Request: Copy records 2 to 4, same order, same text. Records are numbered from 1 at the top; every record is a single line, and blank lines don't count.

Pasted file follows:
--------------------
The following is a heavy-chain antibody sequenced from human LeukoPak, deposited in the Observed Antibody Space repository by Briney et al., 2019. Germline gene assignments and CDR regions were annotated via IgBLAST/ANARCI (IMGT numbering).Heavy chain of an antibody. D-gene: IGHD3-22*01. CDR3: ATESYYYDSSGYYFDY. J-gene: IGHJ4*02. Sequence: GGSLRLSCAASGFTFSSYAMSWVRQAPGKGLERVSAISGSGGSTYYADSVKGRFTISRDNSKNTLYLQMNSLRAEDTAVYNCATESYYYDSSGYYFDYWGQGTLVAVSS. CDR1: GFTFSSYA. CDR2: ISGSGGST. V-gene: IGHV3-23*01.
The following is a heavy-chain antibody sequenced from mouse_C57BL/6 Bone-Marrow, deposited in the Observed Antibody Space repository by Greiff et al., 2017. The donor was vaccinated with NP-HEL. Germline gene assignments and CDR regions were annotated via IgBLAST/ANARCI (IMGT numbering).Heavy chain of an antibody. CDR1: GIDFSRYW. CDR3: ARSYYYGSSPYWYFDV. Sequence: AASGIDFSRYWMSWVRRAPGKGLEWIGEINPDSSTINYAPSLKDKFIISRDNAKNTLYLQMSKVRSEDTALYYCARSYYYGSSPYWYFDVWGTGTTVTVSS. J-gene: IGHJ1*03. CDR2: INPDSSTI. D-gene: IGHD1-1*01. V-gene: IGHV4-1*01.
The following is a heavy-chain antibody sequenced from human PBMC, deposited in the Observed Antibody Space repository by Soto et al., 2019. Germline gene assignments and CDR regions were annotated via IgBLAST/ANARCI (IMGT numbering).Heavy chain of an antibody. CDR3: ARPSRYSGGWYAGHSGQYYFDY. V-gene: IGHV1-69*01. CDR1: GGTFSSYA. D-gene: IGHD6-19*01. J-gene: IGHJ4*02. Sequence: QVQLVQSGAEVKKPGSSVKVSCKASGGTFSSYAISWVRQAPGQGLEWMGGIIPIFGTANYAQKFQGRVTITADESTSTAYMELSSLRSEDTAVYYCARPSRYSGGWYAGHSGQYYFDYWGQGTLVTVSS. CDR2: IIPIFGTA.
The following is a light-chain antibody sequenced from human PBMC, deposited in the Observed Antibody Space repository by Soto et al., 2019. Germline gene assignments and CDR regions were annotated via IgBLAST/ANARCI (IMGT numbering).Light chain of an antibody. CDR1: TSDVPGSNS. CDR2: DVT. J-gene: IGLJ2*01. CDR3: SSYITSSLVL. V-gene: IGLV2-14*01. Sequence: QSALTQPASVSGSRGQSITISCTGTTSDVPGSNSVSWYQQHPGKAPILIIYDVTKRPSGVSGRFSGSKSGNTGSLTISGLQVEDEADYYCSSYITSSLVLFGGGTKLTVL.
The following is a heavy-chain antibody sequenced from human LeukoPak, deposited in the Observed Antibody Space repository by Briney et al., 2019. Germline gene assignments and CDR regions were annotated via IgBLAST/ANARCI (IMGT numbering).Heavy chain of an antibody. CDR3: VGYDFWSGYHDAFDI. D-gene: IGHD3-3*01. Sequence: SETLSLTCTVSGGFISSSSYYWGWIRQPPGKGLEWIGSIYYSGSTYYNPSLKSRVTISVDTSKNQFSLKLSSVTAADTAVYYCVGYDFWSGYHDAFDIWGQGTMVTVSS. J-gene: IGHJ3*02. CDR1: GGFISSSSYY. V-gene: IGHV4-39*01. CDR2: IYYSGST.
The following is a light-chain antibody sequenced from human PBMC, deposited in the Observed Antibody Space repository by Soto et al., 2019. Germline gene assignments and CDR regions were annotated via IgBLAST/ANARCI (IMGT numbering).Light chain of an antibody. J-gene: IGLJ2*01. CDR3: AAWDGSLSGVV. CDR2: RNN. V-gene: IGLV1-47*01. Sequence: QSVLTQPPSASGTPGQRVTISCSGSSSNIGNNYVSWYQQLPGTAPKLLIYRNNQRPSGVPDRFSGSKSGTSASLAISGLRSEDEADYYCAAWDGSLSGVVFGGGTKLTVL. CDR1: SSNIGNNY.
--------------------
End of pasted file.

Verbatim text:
The following is a heavy-chain antibody sequenced from mouse_C57BL/6 Bone-Marrow, deposited in the Observed Antibody Space repository by Greiff et al., 2017. The donor was vaccinated with NP-HEL. Germline gene assignments and CDR regions were annotated via IgBLAST/ANARCI (IMGT numbering).Heavy chain of an antibody. CDR1: GIDFSRYW. CDR3: ARSYYYGSSPYWYFDV. Sequence: AASGIDFSRYWMSWVRRAPGKGLEWIGEINPDSSTINYAPSLKDKFIISRDNAKNTLYLQMSKVRSEDTALYYCARSYYYGSSPYWYFDVWGTGTTVTVSS. J-gene: IGHJ1*03. CDR2: INPDSSTI. D-gene: IGHD1-1*01. V-gene: IGHV4-1*01.
The following is a heavy-chain antibody sequenced from human PBMC, deposited in the Observed Antibody Space repository by Soto et al., 2019. Germline gene assignments and CDR regions were annotated via IgBLAST/ANARCI (IMGT numbering).Heavy chain of an antibody. CDR3: ARPSRYSGGWYAGHSGQYYFDY. V-gene: IGHV1-69*01. CDR1: GGTFSSYA. D-gene: IGHD6-19*01. J-gene: IGHJ4*02. Sequence: QVQLVQSGAEVKKPGSSVKVSCKASGGTFSSYAISWVRQAPGQGLEWMGGIIPIFGTANYAQKFQGRVTITADESTSTAYMELSSLRSEDTAVYYCARPSRYSGGWYAGHSGQYYFDYWGQGTLVTVSS. CDR2: IIPIFGTA.
The following is a light-chain antibody sequenced from human PBMC, deposited in the Observed Antibody Space repository by Soto et al., 2019. Germline gene assignments and CDR regions were annotated via IgBLAST/ANARCI (IMGT numbering).Light chain of an antibody. CDR1: TSDVPGSNS. CDR2: DVT. J-gene: IGLJ2*01. CDR3: SSYITSSLVL. V-gene: IGLV2-14*01. Sequence: QSALTQPASVSGSRGQSITISCTGTTSDVPGSNSVSWYQQHPGKAPILIIYDVTKRPSGVSGRFSGSKSGNTGSLTISGLQVEDEADYYCSSYITSSLVLFGGGTKLTVL.